I received a complimentary ARC of this book from the author but all opinions provided are my own.
Um, hello, amazing book.
I had no idea what I was getting myself into when I began Talia Hibbert’s Work for It. Maybe this review can help prepare you.
Here’s the plot: Olu never told anyone he was gay—until his former lover shared photos of them without Olu’s consent. Now, one year later, he’s depressed, though he wouldn’t use that word to describe his condition, and he prefers to use his prodigious social gifts to hide the truth from everyone. After another failed random hook-up, Olu decides to go on a trip, and an upcoming elderflower harvest in Fernley seems like the most promising opportunity.
It’s in Fernley that Olu meets Griff, village giant and village outcast, son of a scandalous woman. Griff has the biggest heart of anyone in Fernley, not that most of the villagers would give him the credit of noticing it. He’s also the production manager at Fernley Farm, where the elderflower harvest is taking place.
The same one Olu will be working.
Two men, who both have trouble connecting with others, who are haunted by cruel voices, whether they’re from the past or in the careless words/stares of people where they live.
Maybe I don’t have to spell out that this book is hard-hitting, that it engaged every emotion, that it took me on an exhilarating journey that blissfully ends in the way that romance novels are supposed to. It’s really exquisitely done.
What makes Work for It even better is that the book is funny. Really funny at times. And it’s beautifully written: Hibbert writes stunning imagery—metaphors that kept surprising me—and sentences that lead smoothly, effortlessly, from beginning to HEA.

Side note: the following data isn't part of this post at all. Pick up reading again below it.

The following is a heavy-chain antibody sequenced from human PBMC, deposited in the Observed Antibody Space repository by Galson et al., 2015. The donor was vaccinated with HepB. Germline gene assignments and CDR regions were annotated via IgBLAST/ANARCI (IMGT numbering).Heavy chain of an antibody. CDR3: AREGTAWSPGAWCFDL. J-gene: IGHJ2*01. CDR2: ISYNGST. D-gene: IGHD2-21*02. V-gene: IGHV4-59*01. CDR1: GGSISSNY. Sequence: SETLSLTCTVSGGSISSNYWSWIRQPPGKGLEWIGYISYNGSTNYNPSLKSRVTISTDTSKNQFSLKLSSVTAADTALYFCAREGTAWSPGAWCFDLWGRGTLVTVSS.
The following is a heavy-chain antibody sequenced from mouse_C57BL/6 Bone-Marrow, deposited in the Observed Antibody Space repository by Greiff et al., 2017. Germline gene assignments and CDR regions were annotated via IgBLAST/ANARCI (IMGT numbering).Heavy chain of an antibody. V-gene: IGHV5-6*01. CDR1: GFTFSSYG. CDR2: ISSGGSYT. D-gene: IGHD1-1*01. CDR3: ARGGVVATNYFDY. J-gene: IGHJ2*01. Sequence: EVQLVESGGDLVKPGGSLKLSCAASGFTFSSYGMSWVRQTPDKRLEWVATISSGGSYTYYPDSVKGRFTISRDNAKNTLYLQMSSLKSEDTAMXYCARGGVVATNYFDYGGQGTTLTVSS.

If you need anything else to convince you to pick up this book, let me say that the passion screaming off the pages in this book is so good that (1) there were a few times I didn’t realize that my mouth had been open until I realized that it had closed (2) I realized that it had been open for awhile because my mouth was dry. Oops. But also a sign of crackling chemistry.
This book wrecked me a million times over and has a place on my Keeper shelf, where I can stare at the cover and daydream about Olu and Griff and the life they’re living together (ideally: spending time on their elderflower farm with their kids and going to sleep every night with their arms around each other).
*Okay. I think I’m done.
5 out of 5 stars. Obviously.
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Give me that HEA, please.
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